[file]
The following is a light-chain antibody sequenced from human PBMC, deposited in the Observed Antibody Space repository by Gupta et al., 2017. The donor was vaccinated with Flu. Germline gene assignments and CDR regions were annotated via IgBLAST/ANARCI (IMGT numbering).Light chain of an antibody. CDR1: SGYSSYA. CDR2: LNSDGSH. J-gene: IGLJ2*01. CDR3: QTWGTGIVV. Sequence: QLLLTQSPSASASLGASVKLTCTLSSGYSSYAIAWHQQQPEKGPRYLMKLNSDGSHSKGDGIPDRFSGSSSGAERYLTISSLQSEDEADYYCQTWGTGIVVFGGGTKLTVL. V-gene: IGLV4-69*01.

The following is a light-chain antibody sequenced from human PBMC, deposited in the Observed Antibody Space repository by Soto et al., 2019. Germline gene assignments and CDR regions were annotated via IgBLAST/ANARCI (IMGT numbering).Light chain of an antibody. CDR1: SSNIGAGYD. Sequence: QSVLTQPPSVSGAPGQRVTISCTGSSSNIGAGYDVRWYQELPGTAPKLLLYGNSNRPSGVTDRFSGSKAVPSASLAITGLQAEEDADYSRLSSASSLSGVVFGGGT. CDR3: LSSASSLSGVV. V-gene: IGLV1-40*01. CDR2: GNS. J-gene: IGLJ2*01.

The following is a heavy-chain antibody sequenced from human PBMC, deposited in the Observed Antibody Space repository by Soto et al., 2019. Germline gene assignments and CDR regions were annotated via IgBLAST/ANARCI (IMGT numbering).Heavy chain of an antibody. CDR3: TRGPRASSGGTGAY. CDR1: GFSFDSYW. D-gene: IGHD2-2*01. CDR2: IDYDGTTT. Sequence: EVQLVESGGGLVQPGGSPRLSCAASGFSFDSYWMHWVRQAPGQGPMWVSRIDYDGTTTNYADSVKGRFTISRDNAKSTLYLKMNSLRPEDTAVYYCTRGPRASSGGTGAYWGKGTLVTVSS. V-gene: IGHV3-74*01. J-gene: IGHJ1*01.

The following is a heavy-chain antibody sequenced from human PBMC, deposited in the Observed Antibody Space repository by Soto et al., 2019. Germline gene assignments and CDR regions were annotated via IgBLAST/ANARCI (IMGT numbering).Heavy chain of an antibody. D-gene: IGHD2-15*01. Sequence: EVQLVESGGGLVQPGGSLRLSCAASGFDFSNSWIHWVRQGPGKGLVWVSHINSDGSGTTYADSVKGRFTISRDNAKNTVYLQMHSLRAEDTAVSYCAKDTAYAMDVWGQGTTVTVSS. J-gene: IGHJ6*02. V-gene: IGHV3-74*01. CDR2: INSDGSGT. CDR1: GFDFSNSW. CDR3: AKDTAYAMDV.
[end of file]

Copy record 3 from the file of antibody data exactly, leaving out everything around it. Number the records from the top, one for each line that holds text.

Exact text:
The following is a heavy-chain antibody sequenced from human PBMC, deposited in the Observed Antibody Space repository by Soto et al., 2019. Germline gene assignments and CDR regions were annotated via IgBLAST/ANARCI (IMGT numbering).Heavy chain of an antibody. CDR3: TRGPRASSGGTGAY. CDR1: GFSFDSYW. D-gene: IGHD2-2*01. CDR2: IDYDGTTT. Sequence: EVQLVESGGGLVQPGGSPRLSCAASGFSFDSYWMHWVRQAPGQGPMWVSRIDYDGTTTNYADSVKGRFTISRDNAKSTLYLKMNSLRPEDTAVYYCTRGPRASSGGTGAYWGKGTLVTVSS. V-gene: IGHV3-74*01. J-gene: IGHJ1*01.